The new season of "American Dreamz," the wildly popular television singing contest, has captured the country's attention, as the competition looks to be between a young Midwestern gal (Moore) and a showtunes-loving young man from Orange County (Golzari). Recently awakened President Staton (Quaid) even wants in on the craze, as he signs up for the potential explosive season finale.
Martin Tweed is the host of a talent show called American Dreamz, and whilst he despises each new season, it's a hit with the ratings. Tweed decides it's time for a new and interesting batch of contestants, and sends out his team to find the weirdest bunch possible. Whilst all this is happening, the President of the United States is becoming more and more depressed, and relies on his Chief of Staff to talk him through everything, even into appearing as a judge on the TV show. Perfect news for the terrorists who use the talent contest as a way to reach the President.Written by
When Sally and Omer are talking in the club, there is jazz piano music playing and a man sitting at the piano. He is moving his hands on the piano but it clearly does not correspond to the music. See more »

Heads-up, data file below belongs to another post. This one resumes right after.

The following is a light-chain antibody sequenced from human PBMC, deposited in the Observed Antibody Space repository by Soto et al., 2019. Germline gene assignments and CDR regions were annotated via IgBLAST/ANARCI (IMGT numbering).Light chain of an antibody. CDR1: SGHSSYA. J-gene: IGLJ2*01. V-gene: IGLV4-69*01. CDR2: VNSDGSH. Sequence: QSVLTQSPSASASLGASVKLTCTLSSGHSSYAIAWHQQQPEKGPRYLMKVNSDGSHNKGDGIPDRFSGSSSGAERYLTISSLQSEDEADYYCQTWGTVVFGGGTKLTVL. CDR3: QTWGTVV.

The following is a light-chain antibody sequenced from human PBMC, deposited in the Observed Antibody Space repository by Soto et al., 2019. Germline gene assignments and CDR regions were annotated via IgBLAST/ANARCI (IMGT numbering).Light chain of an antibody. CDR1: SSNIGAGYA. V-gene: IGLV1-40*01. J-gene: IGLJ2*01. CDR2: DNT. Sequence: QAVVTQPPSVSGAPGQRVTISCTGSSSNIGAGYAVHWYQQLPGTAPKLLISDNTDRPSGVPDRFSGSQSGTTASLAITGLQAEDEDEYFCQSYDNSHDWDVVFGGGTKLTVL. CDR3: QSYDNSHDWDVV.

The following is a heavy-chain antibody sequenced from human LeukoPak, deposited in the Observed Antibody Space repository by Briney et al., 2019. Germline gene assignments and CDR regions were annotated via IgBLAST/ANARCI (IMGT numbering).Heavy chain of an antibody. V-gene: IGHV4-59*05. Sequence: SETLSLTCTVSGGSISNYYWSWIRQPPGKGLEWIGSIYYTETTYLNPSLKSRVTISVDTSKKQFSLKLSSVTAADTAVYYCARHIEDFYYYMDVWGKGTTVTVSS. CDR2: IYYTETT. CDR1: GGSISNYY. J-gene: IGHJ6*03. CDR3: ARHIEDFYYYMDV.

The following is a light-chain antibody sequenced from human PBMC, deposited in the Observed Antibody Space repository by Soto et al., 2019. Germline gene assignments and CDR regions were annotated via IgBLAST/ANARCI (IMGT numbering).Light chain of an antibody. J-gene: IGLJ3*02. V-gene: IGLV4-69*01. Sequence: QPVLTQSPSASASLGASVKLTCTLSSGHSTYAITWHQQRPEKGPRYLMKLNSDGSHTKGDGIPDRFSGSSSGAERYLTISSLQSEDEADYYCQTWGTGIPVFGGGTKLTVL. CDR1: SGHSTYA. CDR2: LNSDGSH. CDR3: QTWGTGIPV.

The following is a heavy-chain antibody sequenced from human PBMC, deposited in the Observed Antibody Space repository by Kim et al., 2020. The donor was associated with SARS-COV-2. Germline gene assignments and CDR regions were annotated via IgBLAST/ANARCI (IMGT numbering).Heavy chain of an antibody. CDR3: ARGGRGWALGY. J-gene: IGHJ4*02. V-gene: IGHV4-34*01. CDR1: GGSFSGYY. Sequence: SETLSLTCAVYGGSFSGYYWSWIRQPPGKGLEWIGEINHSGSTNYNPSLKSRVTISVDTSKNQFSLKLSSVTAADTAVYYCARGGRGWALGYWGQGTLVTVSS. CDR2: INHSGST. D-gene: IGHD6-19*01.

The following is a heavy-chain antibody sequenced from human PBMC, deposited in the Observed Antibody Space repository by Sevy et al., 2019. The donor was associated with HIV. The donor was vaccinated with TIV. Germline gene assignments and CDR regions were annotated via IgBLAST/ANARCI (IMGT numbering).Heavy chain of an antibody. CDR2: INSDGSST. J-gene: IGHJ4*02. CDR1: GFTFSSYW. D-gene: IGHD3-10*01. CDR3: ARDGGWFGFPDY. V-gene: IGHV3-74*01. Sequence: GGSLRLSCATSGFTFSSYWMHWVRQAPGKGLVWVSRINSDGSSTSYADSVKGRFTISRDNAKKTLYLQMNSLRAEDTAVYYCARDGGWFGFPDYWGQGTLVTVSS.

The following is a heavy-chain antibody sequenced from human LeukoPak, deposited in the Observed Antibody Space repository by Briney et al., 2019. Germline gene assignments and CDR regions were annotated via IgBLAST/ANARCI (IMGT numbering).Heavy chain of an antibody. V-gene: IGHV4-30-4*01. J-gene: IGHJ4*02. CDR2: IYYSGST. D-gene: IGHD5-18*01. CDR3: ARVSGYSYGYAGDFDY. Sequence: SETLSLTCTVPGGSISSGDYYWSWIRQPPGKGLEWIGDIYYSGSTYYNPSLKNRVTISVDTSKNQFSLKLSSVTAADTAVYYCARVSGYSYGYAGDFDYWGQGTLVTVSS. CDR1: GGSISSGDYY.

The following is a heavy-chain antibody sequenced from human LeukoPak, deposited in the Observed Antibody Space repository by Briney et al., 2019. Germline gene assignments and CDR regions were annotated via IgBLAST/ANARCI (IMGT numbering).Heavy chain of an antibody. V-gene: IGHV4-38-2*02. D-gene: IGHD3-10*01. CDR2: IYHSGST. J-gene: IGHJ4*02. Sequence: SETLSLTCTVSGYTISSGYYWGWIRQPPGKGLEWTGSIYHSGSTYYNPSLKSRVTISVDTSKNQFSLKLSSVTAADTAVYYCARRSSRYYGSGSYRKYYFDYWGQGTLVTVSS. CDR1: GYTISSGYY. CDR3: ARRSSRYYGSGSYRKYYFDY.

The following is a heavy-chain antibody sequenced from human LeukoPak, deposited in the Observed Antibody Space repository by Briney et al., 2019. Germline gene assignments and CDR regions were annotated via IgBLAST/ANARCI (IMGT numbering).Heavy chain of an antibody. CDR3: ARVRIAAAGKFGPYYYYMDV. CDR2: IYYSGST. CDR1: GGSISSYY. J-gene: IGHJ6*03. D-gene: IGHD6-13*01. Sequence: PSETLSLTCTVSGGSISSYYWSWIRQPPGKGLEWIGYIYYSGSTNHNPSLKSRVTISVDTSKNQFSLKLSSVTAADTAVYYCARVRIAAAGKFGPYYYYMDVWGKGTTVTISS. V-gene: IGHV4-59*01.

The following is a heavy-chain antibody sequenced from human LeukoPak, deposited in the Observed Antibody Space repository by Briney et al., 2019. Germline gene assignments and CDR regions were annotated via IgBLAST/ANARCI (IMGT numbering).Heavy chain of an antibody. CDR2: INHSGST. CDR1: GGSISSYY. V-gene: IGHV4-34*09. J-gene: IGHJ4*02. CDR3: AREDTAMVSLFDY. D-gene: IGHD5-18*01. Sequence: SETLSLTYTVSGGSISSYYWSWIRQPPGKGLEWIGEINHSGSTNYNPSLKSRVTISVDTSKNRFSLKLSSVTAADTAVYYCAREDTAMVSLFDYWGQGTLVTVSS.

[about the re-election]
You're wondering, what was the point of it all? Why you? Why now? Why did the Lord pick you out of all people? What are your special qualifications? And did the Lord even pick you, or was it just having really, really powerful friends?
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Greetings again from the darkness. Showing flashes of brilliance, writer/director/producer Paul Weitz is putting together a very nice career. He pulls most of his lead actors from his previous projects. Dennis Quaid ("In Good Company"), Hugh Grant ("About a Boy") Chris Klein ("American Pie") all have Weitz ties and Mandy Moore, Jennifer Coolidge and the great Marcia Gay Harden all easily slide right in.
Quality comedy is usually the most elusive film genre for writers and directors and satire is the absolute most challenging form of comedy. Poking fun at our government, politicians, TV shows and overall way of life has to be handled delicately in order for the audience to openly laugh at ourselves. With a few exceptions, "Dreamz" just misses out on the laughs it shoots for. Quaid's over the top portrayal of Bush, Dafoe's bumbling Cheney and Mandy Moore's shot at Brittany Spears will all cause a few smiles, but only a couple of chuckles. Surprisingly the best performance comes from Hugh Grant as the disillusioned host of the wildly popular TV show "American Idol" ... oh sorry, "American Dreamz". Watching Grant struggle with his lost interest is actually the best part of the show.
Hopefully, the trailer will not give away the two or three scenes that make this one palatable. Though I really did not enjoy most of the film, I will say that it has not dampened my hope and trust in Paul Weitz one bit. Creative filmmakers will stumble periodically. The great ones just go at it again and again.
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